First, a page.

The Freedom of the Regulative Principle
Even though I grew up in a Reformed church, until seminary I was one of the multitude of Christians who had never heard of the regulative principle. It’s not been at the core of my identity. But over the years I’ve come to appreciate the regulative principle more and more.
Simply put, the regulative principle states that “the acceptable way of worshiping the true God is instituted by himself and so limited by his own revealed will” (WCF 21.1). In other words, corporate worship should be comprised of those elements we can show to be appropriate from the Bible. The regulative principles says, “Let’s worship God as he wants to be worshiped.” At its worst, this principle leads to constant friction and suspicion between believers. Christians beat each other up trying to discern exactly where the offering should go in the service or precisely which kinds of instruments have scriptural warrant. When we expect the New Testament to give a levitical lay out of the one liturgy that pleases God, we are asking the Bible a question it didn’t mean to answer. It is possible for the regulative principle to become a religion unto itself.
But the heart of the regulative principle is not about restriction. It is about freedom.
1. Freedom from cultural captivity. When corporate worship is largely left to our own designs we quickly find ourselves scrambling to keep up with the latest trends. The most important qualities become creativity, relevance, and newness. But of course, over time (not much time these days), what was fresh grows stale. We have to retool in order to capture the next demographic. Or learn to be content with settling in as a Boomer church or Gen X church.
2. Freedom from constant battles over preferences. The regulative principles does not completely eliminate the role of opinion and preference. Even within a conservative Reformed framework, worship leaders may disagree about musical style, transitions, volume, tempo, and many other factors. Conflict over preferences will remain even with the regulative principle. But it should be mitigated. I remember years ago at a different church sitting in a worship planning session where people were really good at coming up with new ideas for the worship service. Too good in fact. We opened one service with the theme song from Cheers. Another service on Labor Day had people come up in their work outfits and talk about what they do. Everyone had an idea that seemed meaningful to them. The regulative principle wouldn’t have solved all our problems, but it would have been a nice strainer to catch some well-intentioned, but goofy ideas.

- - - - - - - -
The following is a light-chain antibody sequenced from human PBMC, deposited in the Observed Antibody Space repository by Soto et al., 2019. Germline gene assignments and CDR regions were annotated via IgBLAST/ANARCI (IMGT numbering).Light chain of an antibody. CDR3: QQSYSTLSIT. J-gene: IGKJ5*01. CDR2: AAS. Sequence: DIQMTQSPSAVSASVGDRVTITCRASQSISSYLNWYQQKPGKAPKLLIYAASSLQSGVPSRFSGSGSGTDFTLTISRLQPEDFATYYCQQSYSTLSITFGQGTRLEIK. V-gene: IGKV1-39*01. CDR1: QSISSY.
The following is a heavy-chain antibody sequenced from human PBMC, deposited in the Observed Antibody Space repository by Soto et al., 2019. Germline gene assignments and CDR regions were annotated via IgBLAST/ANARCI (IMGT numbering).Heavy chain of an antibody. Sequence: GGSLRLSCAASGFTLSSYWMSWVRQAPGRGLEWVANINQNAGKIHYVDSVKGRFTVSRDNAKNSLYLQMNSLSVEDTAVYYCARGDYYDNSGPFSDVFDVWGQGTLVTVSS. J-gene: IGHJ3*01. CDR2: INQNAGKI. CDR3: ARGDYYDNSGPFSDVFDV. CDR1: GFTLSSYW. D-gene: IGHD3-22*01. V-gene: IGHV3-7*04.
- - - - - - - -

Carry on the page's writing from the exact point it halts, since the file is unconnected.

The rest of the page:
3. Freedom of conscience. Coming out of the Catholic church with its host of extra biblical rituals, newly established Protestant churches had to figure out how to worship in their own way. Some were comfortable keeping many of the elements of the Catholic Mass. Others associated those elements with a false religious system. They didn’t want to go back to the mess of rites they left behind, even if by themselves some rites didn’t seem all that harmful.
This was the dynamic that made the regulative principle so important. Reformed Christians said in effect, “We don’t want to ask our church members to do anything that would violate their consciences.” Maybe bowing here or a kiss there could be justified by some in their hearts, but what about those who found it idolatrous? Should they be asked to do something as an act of worship that Scripture never commands and their consciences won’t allow? This doesn’t mean Christians will like every song or appreciate every musical choice. But at least with the regulative principle we can come to worship knowing that nothing will be asked of us except that which can be shown to be true according to the Word of God.
4. Freedom to be cross cultural. It’s unfortunate most people probably think worship according to the regulative principle is the hardest to transport to other cultures. And this may be true if the regulative principle is mistakenly seen to dictate style as well as substance. But at its best, the regulative principle means we have simple services with singing, praying, reading, preaching, and sacraments–the kinds of services whose basic outline can “work” anywhere in the world.
5. Freedom to focus on the center. Usually when talking about corporate worship I don’t even bring up the regulative principle. It is unknown to many and scary to others. So I try to get at the same big idea from a different angle. I’ll say something like this: “What do we know they did in their Christian worship services in the Bible? We know they sang the Bible. We know that preached the Bible. We know they prayed the Bible. We know they read the Bible. We know they saw the Bible in the sacraments. We don’t see dramas or pet blessings or liturgical dance numbers. So why wouldn’t we want to focus on everything we know they did in their services? Why try to improve on the elements we know were pleasing to God and practiced in the early church?” In other words, the regulative principle gives us the freedom to unapologetically to go back to basics. And stay there.